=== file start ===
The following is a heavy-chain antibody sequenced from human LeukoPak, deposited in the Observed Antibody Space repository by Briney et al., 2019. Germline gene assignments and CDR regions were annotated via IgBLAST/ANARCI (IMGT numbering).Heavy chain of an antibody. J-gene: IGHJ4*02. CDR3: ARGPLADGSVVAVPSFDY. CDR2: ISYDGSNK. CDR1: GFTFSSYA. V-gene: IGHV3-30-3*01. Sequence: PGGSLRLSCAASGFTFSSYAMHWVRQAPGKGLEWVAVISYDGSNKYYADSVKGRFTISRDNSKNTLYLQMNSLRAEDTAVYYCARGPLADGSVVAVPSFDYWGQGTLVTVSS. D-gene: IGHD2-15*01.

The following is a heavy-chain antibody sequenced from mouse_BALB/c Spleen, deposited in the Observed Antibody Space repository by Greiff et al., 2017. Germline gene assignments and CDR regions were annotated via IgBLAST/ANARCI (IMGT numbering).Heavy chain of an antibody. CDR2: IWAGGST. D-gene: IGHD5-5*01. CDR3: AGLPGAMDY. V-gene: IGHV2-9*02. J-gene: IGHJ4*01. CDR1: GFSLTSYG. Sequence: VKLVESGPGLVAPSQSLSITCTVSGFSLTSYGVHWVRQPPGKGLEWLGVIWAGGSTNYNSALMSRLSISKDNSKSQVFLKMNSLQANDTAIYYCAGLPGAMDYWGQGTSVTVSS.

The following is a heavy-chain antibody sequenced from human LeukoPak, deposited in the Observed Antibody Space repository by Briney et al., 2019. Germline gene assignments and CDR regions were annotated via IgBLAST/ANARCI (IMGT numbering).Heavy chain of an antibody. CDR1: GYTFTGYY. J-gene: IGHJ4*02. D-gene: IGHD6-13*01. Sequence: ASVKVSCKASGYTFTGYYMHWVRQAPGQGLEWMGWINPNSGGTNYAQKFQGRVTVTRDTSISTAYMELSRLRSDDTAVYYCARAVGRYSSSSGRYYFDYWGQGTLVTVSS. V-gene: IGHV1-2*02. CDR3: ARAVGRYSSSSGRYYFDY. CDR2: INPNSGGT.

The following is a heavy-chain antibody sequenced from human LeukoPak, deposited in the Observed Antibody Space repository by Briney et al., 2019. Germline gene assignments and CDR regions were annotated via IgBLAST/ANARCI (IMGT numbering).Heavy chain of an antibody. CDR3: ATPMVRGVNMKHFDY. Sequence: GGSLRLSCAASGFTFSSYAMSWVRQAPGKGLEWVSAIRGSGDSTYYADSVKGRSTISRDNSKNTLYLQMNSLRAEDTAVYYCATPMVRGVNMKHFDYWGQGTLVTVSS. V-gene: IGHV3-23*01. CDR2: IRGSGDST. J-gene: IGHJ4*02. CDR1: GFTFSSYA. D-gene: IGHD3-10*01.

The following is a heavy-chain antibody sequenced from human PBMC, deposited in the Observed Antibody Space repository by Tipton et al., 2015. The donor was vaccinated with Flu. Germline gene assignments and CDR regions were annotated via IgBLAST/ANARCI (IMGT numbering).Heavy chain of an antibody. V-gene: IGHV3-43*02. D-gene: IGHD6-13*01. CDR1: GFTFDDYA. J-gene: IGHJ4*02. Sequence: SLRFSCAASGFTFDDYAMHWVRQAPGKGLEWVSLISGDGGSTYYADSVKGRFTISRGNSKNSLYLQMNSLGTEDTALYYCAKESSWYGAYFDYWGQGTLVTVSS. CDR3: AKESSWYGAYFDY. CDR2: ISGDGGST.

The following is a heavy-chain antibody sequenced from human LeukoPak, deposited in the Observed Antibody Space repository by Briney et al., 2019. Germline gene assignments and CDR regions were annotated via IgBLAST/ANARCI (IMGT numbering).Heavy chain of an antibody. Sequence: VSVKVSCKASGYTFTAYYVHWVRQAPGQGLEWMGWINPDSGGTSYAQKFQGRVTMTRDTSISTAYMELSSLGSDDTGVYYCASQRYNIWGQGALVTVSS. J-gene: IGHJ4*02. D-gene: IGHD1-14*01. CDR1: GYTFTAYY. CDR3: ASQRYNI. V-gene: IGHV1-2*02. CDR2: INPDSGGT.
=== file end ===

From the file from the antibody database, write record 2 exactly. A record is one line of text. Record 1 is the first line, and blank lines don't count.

The following is a heavy-chain antibody sequenced from mouse_BALB/c Spleen, deposited in the Observed Antibody Space repository by Greiff et al., 2017. Germline gene assignments and CDR regions were annotated via IgBLAST/ANARCI (IMGT numbering).Heavy chain of an antibody. CDR2: IWAGGST. D-gene: IGHD5-5*01. CDR3: AGLPGAMDY. V-gene: IGHV2-9*02. J-gene: IGHJ4*01. CDR1: GFSLTSYG. Sequence: VKLVESGPGLVAPSQSLSITCTVSGFSLTSYGVHWVRQPPGKGLEWLGVIWAGGSTNYNSALMSRLSISKDNSKSQVFLKMNSLQANDTAIYYCAGLPGAMDYWGQGTSVTVSS.